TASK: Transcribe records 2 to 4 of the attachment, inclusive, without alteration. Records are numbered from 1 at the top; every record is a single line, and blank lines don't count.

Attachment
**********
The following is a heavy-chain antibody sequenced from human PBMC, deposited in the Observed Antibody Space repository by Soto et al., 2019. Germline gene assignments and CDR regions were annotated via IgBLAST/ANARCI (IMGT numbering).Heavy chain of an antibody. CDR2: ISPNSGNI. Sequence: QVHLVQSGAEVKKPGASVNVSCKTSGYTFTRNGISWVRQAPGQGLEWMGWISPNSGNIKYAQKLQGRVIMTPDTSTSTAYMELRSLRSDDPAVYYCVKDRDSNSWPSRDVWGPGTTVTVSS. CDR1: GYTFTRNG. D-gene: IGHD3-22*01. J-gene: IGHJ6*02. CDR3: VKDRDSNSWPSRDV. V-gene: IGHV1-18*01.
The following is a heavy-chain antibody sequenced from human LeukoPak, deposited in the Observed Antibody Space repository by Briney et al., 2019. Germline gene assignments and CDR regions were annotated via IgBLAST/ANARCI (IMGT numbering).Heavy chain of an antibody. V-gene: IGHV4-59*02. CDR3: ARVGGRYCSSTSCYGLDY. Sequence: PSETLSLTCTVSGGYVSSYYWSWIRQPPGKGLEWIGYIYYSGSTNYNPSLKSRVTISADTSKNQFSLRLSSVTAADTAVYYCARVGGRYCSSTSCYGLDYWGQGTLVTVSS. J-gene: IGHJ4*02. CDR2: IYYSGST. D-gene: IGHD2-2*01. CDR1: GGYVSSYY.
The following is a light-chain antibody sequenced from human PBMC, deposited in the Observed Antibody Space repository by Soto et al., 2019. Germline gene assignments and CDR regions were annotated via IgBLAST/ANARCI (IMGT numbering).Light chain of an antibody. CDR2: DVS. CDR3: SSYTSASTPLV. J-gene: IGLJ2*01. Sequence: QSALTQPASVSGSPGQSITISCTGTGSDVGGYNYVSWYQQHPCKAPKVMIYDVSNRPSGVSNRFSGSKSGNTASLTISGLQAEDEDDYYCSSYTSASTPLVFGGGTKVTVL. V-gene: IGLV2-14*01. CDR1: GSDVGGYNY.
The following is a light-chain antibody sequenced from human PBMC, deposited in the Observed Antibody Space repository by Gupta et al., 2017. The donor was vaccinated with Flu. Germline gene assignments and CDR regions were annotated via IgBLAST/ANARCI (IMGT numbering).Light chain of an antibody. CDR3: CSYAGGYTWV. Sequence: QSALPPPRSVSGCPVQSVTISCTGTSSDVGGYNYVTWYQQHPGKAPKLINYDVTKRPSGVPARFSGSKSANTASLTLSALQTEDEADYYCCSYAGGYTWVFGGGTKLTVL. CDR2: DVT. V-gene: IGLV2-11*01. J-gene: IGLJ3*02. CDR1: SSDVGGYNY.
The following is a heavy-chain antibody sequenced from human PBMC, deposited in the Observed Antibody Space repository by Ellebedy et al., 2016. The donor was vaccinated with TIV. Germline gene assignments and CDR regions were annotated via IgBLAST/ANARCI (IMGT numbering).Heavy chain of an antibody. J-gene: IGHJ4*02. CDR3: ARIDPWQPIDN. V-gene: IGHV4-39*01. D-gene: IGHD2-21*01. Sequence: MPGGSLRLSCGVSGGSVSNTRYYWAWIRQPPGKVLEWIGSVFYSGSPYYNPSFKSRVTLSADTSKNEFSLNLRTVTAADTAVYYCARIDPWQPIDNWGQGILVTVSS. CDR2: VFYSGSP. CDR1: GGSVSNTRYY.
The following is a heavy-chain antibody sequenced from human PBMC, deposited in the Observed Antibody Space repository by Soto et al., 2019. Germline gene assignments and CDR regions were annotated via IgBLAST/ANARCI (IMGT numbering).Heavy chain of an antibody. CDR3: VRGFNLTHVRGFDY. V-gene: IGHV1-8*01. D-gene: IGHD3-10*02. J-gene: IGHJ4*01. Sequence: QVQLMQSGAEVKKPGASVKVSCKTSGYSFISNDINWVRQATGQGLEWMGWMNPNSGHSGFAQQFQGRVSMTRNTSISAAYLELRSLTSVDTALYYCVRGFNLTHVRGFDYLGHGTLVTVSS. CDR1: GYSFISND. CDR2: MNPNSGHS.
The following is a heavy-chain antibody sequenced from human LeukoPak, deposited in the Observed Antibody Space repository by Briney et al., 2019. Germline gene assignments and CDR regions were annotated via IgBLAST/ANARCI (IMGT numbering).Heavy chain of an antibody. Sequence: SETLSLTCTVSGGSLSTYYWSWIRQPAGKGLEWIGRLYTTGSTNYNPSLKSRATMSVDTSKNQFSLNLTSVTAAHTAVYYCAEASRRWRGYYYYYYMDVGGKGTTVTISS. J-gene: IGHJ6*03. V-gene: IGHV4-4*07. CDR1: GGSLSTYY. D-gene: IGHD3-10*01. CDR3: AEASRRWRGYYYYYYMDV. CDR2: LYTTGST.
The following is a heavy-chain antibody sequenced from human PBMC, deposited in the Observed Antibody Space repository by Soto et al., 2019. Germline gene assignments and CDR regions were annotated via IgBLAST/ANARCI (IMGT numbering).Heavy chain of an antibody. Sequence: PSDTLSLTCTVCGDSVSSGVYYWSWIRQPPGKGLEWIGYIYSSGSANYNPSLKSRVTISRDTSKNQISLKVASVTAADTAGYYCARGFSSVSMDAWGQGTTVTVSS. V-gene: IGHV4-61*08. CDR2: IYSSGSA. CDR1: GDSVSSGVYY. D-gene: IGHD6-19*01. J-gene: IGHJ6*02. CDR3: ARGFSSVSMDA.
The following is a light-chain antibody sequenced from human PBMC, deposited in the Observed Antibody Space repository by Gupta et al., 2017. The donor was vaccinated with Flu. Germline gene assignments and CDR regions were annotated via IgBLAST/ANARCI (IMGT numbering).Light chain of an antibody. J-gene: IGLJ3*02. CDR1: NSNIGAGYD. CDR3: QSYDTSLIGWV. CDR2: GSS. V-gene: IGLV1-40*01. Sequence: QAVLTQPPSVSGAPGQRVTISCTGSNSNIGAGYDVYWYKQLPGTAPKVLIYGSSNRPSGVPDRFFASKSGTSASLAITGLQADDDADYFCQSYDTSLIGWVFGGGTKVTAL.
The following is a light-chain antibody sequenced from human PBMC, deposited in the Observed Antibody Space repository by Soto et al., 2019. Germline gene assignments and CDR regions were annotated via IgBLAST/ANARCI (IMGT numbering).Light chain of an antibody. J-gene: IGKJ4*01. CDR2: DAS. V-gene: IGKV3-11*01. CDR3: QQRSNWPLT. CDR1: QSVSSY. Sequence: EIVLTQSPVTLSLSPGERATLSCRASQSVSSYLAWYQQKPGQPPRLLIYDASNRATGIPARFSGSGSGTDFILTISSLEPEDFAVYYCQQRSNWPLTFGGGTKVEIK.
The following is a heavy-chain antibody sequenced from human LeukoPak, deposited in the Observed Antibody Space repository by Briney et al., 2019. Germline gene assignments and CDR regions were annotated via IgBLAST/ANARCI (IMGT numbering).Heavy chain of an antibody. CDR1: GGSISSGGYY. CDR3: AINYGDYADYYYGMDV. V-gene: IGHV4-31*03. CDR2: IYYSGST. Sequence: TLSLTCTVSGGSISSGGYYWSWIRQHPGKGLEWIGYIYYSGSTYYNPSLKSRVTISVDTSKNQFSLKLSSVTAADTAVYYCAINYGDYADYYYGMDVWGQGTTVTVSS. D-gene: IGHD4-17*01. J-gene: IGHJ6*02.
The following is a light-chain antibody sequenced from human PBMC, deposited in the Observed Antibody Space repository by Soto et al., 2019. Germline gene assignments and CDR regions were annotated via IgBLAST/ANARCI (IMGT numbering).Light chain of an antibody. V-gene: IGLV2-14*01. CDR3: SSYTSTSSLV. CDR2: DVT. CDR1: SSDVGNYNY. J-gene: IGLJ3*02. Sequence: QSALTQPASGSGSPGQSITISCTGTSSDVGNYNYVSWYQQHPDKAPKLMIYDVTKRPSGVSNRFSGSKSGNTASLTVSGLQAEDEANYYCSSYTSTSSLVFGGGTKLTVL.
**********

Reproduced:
The following is a heavy-chain antibody sequenced from human LeukoPak, deposited in the Observed Antibody Space repository by Briney et al., 2019. Germline gene assignments and CDR regions were annotated via IgBLAST/ANARCI (IMGT numbering).Heavy chain of an antibody. V-gene: IGHV4-59*02. CDR3: ARVGGRYCSSTSCYGLDY. Sequence: PSETLSLTCTVSGGYVSSYYWSWIRQPPGKGLEWIGYIYYSGSTNYNPSLKSRVTISADTSKNQFSLRLSSVTAADTAVYYCARVGGRYCSSTSCYGLDYWGQGTLVTVSS. J-gene: IGHJ4*02. CDR2: IYYSGST. D-gene: IGHD2-2*01. CDR1: GGYVSSYY.
The following is a light-chain antibody sequenced from human PBMC, deposited in the Observed Antibody Space repository by Soto et al., 2019. Germline gene assignments and CDR regions were annotated via IgBLAST/ANARCI (IMGT numbering).Light chain of an antibody. CDR2: DVS. CDR3: SSYTSASTPLV. J-gene: IGLJ2*01. Sequence: QSALTQPASVSGSPGQSITISCTGTGSDVGGYNYVSWYQQHPCKAPKVMIYDVSNRPSGVSNRFSGSKSGNTASLTISGLQAEDEDDYYCSSYTSASTPLVFGGGTKVTVL. V-gene: IGLV2-14*01. CDR1: GSDVGGYNY.
The following is a light-chain antibody sequenced from human PBMC, deposited in the Observed Antibody Space repository by Gupta et al., 2017. The donor was vaccinated with Flu. Germline gene assignments and CDR regions were annotated via IgBLAST/ANARCI (IMGT numbering).Light chain of an antibody. CDR3: CSYAGGYTWV. Sequence: QSALPPPRSVSGCPVQSVTISCTGTSSDVGGYNYVTWYQQHPGKAPKLINYDVTKRPSGVPARFSGSKSANTASLTLSALQTEDEADYYCCSYAGGYTWVFGGGTKLTVL. CDR2: DVT. V-gene: IGLV2-11*01. J-gene: IGLJ3*02. CDR1: SSDVGGYNY.